Feature: Demand for TCM grows in Ghana amid COVID-19 pandemic

0 Comment(s)Print E-mail Xinhua, July 22, 2021
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by Francis Kobena Tandoh

ACCRA, July 22 (Xinhua) -- Despite the outbreak of the COVID-19 pandemic, there is a increasing demand for traditional Chinese medicine (TCM) in the treatment of common ailments in Ghana.

At the China Natural Herbal Hospital, a private herbal facility at Pokuase, a suburb of Accra, the Ghanaian capital, Leticia Mensah, a 30-year-old woman patient, said she has been living with menstrual crumps and chest pains since she first had her menstruation almost two decades ago.

"I have been on so many drugs before," said Leticia during a visit to the private facility that treats ailments of patients with a combination of local and Chinese herbal formulas.

Having gone to the outpatient department of the hospital for the necessary vital statistics to be taken with other examinations conducted, Leticia was finally prepared for the therapy room to undergo acupuncture treatment.

Seth Kwame Nkrumah, a Chinese-trained acupuncturist, skilfully and patiently pierced several acupuncture needles on certain parts of the patient's body for acupuncture treatment. The patient then lay for a while. After between 45 minutes and an hour, the acupuncturist carefully removed the needles.

Having gone through the TCM treatment, Leticia said she felt the pain had vanished from her body.

"I feel much better now, the pains I was having have suddenly vanished. I mean I am okay. It feels like magic to me, because it is my first experience and I am actually glad I did it," she said.

Nkrumah told Xinhua that there is a growing trend for locals to adopt TCM as its efficacy proves to be good.

"TCM especially acupuncture provides that efficacy, it is easier for patients to accept it," said the acupuncturist, who urged Ghanaians to incorporate local medicine with the TCM to treat their diseases.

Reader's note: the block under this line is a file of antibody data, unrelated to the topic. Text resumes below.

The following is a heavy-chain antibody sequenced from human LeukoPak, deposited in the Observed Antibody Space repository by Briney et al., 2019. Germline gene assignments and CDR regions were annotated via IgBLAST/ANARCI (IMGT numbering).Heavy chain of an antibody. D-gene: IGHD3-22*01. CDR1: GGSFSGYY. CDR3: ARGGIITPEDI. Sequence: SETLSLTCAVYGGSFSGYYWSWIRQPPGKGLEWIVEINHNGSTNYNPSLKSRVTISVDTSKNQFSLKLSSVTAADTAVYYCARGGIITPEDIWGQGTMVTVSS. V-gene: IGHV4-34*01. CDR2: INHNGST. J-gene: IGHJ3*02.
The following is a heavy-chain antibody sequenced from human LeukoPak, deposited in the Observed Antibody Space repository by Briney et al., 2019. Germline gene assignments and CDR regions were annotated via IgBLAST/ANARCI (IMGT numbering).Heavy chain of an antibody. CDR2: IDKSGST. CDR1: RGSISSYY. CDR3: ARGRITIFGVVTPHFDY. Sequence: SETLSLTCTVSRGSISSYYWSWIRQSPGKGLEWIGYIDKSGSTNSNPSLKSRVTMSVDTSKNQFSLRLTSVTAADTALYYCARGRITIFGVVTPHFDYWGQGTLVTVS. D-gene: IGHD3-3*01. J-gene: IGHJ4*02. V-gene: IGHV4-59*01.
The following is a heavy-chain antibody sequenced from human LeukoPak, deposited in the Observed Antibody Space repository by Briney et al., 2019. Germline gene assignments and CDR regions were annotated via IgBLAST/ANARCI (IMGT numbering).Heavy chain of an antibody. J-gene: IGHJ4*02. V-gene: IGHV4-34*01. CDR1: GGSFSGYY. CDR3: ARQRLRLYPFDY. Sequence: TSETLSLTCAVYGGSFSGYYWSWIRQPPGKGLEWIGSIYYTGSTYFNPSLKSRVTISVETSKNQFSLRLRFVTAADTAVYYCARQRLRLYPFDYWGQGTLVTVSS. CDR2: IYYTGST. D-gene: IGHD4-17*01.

As Traditional Chinese Medicine is gaining popularity in the West African country, many acupuncture clinics run by Chinese doctors pop up in the country.

The China Natural Herbal Hospital, however, has been established by Ghanaian businessman Alex Bediako Mensah, now chief executive officer after his fruitful encounter with the therapeutic effects of TCM in 2012.

Mensah came to develop an interest in TCM and with the help of a Chinese woman, he set up a small clinic specializing in TCM. Eight years on, the facility has subsequently grown into a bigger herbal hospital.

The hospital treats patients with a combination of local and Chinese herbal formulas. It supports this with the application of cupping, acupuncture, acupressure, massage, and physiotherapy and successfully treats cardiovascular diseases, stroke, malaria, numbness, arthritis, among many other diseases.

"I will always be a firm believer in promoting TCM in Ghana," he said. Enditem

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